There is great emphasis placed in most cultures on a woman’s fertility. In some cultures if a woman is not married and pregnant by her early teens she is considered a failure and embarrassment to her family. Women are often considered to only be of value if they can reproduce. In Western society we have sanctified mothers and have Mothers’ Day (as well as Fathers’ Day) as a special tribute to them.
In sports events such as the Olympics Australian commentators often comment on competitors as “supermum” and baby bonuses abound here giving women more reasons to feel good about having children.
In the midst of all this there is the neglected lot of the childless woman. There is no celebrated day for them, no monetary rewards. They live in the shadows of those who are fertile.
When our present Prime Minister, Julia Gillard first came into prominence much was made of her marital status (she lives with Tim Mathieson who is a hairdresser) and the fact that she has chosen not to have children. When a prominent local magazine did a special spread based on her in her home, much was made of the empty fruit bowl sitting near her on her kitchen table. The psychological analysis offered was that she was barren and thus her bowl was empty. Many cruel jokes have been bandied around about her personal life, and she was recently referred to by David Farley, CEO of Australian Agriculture Company as “an unproductive old cow”. There are a whole range of jokes on the internet about her, many of them not only sexist but also quite cruel. I haven’t seen male politicians in this country questioned or analysed publicly about their reproductive habits or marital status to this extent.
Then there are the silent army of women out there who are unable to have children, for whom Mothers’ Day is a time to hide away and lick their wounds and every sight of a pregnant woman with a glowing face and round belly is like a knife in the guts. These women often feel a great sense of shame and despair that they are unable to meet society’s pressures and the promise of their bodies remains unfulfilled. It is not for want of trying as the figures for IVF and adoption affirm. I know many who have long given up, but still mourn their unborn children and their future dreams.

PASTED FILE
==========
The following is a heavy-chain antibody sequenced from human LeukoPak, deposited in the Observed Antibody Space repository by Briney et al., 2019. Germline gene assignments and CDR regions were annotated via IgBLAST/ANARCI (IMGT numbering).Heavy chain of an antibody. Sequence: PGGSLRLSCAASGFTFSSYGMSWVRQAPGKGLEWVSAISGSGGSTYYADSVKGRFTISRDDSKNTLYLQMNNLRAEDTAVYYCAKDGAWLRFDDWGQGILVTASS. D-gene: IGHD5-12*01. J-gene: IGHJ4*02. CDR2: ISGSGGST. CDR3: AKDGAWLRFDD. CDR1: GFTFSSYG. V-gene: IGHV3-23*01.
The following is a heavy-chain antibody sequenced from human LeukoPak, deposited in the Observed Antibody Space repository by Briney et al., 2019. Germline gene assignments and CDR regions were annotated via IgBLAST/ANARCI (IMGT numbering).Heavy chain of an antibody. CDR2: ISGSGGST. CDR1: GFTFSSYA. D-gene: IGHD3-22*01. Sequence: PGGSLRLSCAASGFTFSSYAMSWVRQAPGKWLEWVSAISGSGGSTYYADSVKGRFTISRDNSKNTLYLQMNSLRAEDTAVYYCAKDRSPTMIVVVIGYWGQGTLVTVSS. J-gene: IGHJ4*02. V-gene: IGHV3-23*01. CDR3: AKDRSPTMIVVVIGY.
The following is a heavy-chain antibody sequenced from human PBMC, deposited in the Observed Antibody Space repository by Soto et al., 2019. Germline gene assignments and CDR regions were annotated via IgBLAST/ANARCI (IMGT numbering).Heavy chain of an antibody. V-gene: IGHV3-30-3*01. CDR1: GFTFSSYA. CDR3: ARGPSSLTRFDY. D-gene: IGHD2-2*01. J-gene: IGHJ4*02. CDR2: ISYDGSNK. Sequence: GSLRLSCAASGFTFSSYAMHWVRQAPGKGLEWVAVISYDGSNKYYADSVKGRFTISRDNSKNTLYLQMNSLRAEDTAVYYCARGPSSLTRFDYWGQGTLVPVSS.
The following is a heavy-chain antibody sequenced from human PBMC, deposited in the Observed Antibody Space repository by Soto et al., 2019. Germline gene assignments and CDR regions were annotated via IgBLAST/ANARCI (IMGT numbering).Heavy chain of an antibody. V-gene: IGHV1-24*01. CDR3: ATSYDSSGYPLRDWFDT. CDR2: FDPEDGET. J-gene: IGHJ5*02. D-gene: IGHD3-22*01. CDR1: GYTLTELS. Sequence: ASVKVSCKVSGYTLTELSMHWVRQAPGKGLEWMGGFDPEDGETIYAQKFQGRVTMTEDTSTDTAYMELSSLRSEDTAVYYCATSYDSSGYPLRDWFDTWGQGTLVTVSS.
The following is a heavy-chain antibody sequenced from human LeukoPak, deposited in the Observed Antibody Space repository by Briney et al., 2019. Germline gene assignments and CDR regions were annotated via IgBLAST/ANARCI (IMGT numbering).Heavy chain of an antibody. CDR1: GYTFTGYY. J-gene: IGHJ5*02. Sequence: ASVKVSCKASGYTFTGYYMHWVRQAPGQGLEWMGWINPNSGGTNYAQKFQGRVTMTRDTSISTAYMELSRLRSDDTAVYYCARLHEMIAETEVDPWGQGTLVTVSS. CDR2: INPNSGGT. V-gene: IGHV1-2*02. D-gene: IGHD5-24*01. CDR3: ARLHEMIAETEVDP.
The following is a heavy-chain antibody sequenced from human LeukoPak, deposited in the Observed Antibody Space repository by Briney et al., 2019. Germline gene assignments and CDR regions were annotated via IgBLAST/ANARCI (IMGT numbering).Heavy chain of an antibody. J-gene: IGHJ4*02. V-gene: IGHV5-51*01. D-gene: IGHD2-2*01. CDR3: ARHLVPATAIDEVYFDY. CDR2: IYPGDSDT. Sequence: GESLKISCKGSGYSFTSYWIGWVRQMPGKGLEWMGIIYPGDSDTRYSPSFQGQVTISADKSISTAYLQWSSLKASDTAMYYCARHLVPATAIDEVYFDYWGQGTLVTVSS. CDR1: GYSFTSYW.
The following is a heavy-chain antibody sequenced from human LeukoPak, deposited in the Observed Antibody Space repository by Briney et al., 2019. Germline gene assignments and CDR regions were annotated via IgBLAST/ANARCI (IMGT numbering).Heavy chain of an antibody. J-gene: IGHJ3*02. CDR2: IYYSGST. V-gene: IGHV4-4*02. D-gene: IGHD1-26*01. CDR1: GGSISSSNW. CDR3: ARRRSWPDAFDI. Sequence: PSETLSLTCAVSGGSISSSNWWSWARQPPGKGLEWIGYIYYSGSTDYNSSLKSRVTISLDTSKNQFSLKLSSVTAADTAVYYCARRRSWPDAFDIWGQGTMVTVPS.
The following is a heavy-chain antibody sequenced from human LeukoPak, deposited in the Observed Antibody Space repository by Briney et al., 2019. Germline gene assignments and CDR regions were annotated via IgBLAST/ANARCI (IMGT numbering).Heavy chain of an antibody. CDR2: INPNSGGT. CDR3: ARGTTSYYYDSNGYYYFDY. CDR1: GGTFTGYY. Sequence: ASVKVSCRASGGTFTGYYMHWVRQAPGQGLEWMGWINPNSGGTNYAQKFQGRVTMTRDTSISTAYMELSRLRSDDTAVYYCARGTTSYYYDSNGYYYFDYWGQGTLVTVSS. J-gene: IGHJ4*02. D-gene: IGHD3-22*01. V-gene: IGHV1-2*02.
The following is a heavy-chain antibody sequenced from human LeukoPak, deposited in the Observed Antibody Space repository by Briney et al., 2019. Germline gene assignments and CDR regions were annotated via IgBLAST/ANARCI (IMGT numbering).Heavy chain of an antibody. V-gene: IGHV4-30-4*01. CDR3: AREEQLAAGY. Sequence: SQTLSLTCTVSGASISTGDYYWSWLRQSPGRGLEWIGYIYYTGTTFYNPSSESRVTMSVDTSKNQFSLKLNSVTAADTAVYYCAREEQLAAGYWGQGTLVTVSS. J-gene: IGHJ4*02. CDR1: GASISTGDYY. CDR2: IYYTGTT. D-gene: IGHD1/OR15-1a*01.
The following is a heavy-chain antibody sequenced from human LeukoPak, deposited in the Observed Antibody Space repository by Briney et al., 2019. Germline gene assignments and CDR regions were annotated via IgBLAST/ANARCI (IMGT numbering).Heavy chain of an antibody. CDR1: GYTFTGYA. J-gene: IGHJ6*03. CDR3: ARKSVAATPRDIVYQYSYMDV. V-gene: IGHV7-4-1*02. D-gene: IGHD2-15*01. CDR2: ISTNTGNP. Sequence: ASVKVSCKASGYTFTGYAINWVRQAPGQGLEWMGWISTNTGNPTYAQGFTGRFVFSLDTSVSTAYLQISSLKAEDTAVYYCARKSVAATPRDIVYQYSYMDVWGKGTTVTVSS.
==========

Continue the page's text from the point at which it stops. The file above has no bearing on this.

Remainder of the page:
Margaret Olley, a great Australian painter who was born in 1923 and died in 2011 at 88 never married or had children. She once said she didn’t have time for children, but she was still painting up until the day of her death putting the finishing touches to her last exhibition and she was twice the subject of the prestigious Archibald Prize for painting. She was awarded the Order of Australia and made a companion of the Order, the highest Australian civilian order for her art as well as her philanthropy in the world of art and encouraging and supporting young, emerging Australian artists. She donated more than 130 of her works to the Art Gallery of New South Wales worth AU$7million. No-one could accuse her of being “an unproductive old cow” just as it would be unthinkable to describe Mother Teresa in such a dismissive way.
So let’s all give a thought to celebrating women as women, for who they are and what they achieve, not only for their achievements as a mother. I am a mother and relish my status, but it saddens me to see other women denigrated in this way by women as well as men. We should all be supporting each other not smugly congratulating each other for belonging to an exclusive group at the expense of others.
- Margaret Olley an Inspiration for All Artists Everywhere (secretculture.wordpress.com)
- ‘Unproductive old cow’, say one-dimensional old men (crikey.com.au)